A Decade since the Great Recession Began, How is New Jersey Faring?
On Oct 25, 2017
A new Rutgers Regional Report, “New Jersey’s Economic Roller Coaster: From ‘Go-Go’ to ‘Slow-Go,’” examines how the state’s economy has fared since reaching its employment nadir in the immediate aftermath of the Great Recession. The report, authored by James W. Hughes, University Professor and Dean Emeritus of Rutgers University’s Edward J. Bloustein School of Planning and Public Policy and Will Irving, research associate at the Bloustein School, also compares the state’s current economic position to that of the last business cycle peak (2007).
“The current national economic expansion started in June 2009 when the Great Recession of 2007-09 came to an end,” said Hughes. “This month, October 2017, the expansion reached 100 months in length; in March 2017 it had become the third longest expansion in the nation’s history, a status it still holds today. This timing alone makes an analysis of New Jersey’s current economic position highly appropriate.”
December marks the tenth anniversary of the 2007 onset of the Great Recession as well as the simultaneous end – or peak – of the last business-cycle expansion. The authors note that since the last peak New Jersey was enveloped not only by the worst cyclical economic downturn since the Great Depression, but also by longer-term structural demographic and technological shifts and disruptions that have reshaped the economic foundations and underpinnings of the state.
In order to provide multiple reference frameworks for evaluating the state, the report also looks at how New Jersey’s economic performance compares to that of New York City, to that of adjacent neighboring states, and to that of the nation as a whole. It also seeks to answer how the structural transformations of the past ten years have influenced New Jersey’s economy today as compared to 2007.
Hughes and Irving specifically found that:
Total private-sector employment has grown by 285,100 jobs since the bottom of the recession, indicating that New Jersey has fully recovered all of its recession employment losses. So, substantial progress has been made when benchmarked against the recession employment low point.
It has taken New Jersey longer to gain full economic traction compared to the nation. The full recovery of the state’s recessionary employment losses lagged behind the nation by approximately two years – 2016 versus 2014.
In aggregate terms, the state has surpassed the previous employment peak that had been achieved before the onset of the Great Recession; but the progress to date has not been sufficient for New Jersey to advance beyond where it was before the recession began.
The employment structure of the state has not improved since the last business cycle peak; in particular, the state now has approximately 100,000 fewer jobs paying above-average wages and 135,000 more jobs paying below-average wages.
Compared to its neighboring states during the 2010 to 2016 period, New Jersey stood “middle of the pack,” growing faster than Pennsylvania and last-place Connecticut, but lagging behind Delaware and frontrunner New York. But in 2016, New Jersey was the five-state frontrunner, surpassing now runner-up New York. Interestingly, Connecticut remained firmly mired in last place, falling even farther behind.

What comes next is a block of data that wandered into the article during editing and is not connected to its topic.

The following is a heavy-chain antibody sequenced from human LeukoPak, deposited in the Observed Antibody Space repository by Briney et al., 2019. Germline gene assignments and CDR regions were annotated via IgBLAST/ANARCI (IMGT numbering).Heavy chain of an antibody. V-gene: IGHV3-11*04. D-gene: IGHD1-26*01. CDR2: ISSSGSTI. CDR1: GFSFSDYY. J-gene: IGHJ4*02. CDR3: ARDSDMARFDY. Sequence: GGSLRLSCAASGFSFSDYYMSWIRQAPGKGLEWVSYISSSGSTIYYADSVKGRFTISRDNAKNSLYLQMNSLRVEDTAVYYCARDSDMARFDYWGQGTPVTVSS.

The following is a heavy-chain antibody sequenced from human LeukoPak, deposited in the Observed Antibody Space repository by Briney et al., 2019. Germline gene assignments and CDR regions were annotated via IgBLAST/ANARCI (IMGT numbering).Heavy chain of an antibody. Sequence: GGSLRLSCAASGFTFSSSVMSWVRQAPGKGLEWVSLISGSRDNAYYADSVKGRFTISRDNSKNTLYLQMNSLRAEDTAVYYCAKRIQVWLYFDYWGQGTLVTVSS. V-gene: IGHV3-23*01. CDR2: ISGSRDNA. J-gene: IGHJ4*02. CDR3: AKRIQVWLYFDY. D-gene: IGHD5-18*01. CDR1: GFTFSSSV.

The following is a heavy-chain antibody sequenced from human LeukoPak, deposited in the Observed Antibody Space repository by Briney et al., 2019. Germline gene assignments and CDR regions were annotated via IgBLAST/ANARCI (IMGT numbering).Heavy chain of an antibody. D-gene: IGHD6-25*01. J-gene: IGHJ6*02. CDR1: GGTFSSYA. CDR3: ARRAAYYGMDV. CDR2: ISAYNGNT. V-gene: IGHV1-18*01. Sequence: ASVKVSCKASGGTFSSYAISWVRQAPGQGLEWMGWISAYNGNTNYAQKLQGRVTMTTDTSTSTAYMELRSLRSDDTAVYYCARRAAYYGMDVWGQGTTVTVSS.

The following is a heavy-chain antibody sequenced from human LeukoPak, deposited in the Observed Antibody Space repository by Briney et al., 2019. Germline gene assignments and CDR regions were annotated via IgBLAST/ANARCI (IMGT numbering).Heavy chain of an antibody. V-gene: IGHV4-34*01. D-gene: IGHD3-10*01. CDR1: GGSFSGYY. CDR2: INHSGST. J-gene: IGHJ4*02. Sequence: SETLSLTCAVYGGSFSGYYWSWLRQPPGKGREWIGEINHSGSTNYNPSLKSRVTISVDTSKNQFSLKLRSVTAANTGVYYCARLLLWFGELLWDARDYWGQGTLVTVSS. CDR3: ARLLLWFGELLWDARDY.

While this cyclical transformation was taking place, long-term structural changes were well underway. New Jersey’s economy thrived in the late twentieth century era of massive automobile-centric corporate suburbanization, evidenced by a massive 1980’s office building boom spatially concentrated in isolated and insulated suburban campuses and highway corridors. However, these once desirable environments have morphed into post-recession liabilities. Once considered nation leading and state-of-the-art, the state’s disconnected and aging office inventory constitutes less-than-competitive work environments. New Jersey is now saddled with an increasingly obsolete white-collar economic infrastructure as firms and their employees increasingly desire innovation ecosystems – interactive and collaborative workplace settings that are part of walkable, amenity-laden urban-centric locations.
New York City has become the unchallenged leader of a centralized regional economy. Between 1950 and 2004, which encompassed much of the great era of metropolitan expansion, New Jersey was the regional economic locomotive, adding 2.3 million total jobs. During the same period, New York City added less than 100,000 jobs. But the dynamics changed dramatically between 2004 and 2016, when New York City gained almost 800,000 total jobs, and New Jersey fewer than 100,000 jobs.
A related fundamental structural shift was the greatest age-structure transformation in American history – the simultaneous maturing of the baby boomers and coming of age of millennials. The suburban-centric baby boom increasingly represents the workforce of the past, while the urban-centric millennial generation is now the largest sector of New Jersey’s workforce. It has also become the prized labor force commodity, eagerly sought after by a corporate America increasingly requiring digital talent.
As the end of the second decade of the century rapidly approaches, New Jersey and its cyclical economic position is completely enveloped by such structural transformations. “As the current expansion continues,” said Hughes, “A fresh round of public policy innovation will be required to ensure the future economic competency of the state and its ability to adapt.”